There’s a superb novel by an Iranian writer, Dalia Sofer (writing in English), called The Septembers of Shiraz (2007), which I read recently. It seemed to me world class, a rare marriage of delicate perception, pure authentic language clear as water, fine-tuned exact original vision — and a huge, urgent subject. A privileged Iranian-Jewish family in the 1980s falls foul of the new regime. So many astute, shattering scenes, wonderfully unsentimental and never over-orchestrated or cliched.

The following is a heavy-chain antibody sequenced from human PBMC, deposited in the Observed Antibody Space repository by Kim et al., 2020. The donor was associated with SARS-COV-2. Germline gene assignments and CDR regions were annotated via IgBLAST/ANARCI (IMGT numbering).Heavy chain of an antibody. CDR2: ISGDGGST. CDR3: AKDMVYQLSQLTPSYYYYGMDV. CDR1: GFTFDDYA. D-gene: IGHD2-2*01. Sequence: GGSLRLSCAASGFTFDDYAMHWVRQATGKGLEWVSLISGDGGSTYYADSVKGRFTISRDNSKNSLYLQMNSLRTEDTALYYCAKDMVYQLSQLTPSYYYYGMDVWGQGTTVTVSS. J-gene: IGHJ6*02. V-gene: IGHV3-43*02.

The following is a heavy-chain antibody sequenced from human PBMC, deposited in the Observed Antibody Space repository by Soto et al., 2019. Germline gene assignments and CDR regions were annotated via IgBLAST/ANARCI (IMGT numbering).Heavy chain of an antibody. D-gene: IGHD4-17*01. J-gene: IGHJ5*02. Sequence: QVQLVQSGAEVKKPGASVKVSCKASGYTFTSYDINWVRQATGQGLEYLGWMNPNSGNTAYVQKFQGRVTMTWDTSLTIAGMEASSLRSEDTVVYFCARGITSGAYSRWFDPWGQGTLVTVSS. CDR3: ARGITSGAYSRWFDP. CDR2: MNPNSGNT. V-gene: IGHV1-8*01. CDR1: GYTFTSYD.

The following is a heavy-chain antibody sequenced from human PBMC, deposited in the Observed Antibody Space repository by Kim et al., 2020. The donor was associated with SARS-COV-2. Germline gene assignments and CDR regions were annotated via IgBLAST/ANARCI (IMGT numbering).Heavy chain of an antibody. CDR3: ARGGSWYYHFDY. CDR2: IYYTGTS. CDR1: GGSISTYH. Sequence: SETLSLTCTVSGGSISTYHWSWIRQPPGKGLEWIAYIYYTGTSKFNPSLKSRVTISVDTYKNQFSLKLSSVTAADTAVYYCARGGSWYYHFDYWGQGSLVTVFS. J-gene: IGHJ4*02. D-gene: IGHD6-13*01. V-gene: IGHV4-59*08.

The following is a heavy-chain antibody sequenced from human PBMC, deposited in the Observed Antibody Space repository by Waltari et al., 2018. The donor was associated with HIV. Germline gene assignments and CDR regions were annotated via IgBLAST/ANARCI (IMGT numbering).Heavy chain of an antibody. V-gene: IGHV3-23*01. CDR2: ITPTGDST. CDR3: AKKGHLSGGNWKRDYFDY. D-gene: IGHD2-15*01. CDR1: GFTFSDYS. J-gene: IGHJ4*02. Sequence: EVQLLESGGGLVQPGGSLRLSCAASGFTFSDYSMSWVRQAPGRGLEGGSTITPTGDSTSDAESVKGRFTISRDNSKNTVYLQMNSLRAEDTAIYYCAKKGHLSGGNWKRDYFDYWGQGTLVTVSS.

For instance, a superb study of the shifting relations between the sophisticated wife, seeking her jeweller-husband out in prison, and the uneducated servant who has always been with the family. The servant has mixed feelings about the changes the revolutionaries promise. Perhaps there’s something in what they say? Note-perfect, clear-eyed, transforming one’s idea of the place and the moment, and of everything. So un-obvious, so terrible.